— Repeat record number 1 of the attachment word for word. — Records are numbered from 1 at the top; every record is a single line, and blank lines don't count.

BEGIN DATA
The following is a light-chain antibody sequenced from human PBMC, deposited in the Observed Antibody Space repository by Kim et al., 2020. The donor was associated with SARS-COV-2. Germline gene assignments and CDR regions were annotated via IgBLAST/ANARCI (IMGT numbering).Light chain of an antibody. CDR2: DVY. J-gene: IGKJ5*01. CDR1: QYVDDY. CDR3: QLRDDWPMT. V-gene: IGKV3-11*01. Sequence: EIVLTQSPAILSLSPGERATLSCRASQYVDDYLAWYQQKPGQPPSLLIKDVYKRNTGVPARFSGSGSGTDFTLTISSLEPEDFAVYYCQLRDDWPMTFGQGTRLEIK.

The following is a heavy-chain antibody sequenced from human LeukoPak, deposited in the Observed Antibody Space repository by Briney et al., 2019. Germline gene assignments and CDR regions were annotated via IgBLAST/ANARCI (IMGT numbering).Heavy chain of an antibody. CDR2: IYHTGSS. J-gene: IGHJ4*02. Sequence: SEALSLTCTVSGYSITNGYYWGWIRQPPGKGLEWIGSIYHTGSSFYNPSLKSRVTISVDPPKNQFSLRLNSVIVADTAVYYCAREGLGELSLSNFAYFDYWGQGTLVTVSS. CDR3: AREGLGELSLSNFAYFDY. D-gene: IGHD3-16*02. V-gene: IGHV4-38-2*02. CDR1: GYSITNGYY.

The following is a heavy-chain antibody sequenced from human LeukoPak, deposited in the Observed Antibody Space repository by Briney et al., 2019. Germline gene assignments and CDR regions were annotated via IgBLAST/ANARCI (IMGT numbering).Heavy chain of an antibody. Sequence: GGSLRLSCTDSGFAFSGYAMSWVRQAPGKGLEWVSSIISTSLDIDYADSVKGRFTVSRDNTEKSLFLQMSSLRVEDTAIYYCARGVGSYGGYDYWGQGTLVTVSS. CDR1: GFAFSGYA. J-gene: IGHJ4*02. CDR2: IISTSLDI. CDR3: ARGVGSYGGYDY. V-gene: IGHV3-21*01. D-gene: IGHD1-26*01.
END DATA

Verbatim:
The following is a light-chain antibody sequenced from human PBMC, deposited in the Observed Antibody Space repository by Kim et al., 2020. The donor was associated with SARS-COV-2. Germline gene assignments and CDR regions were annotated via IgBLAST/ANARCI (IMGT numbering).Light chain of an antibody. CDR2: DVY. J-gene: IGKJ5*01. CDR1: QYVDDY. CDR3: QLRDDWPMT. V-gene: IGKV3-11*01. Sequence: EIVLTQSPAILSLSPGERATLSCRASQYVDDYLAWYQQKPGQPPSLLIKDVYKRNTGVPARFSGSGSGTDFTLTISSLEPEDFAVYYCQLRDDWPMTFGQGTRLEIK.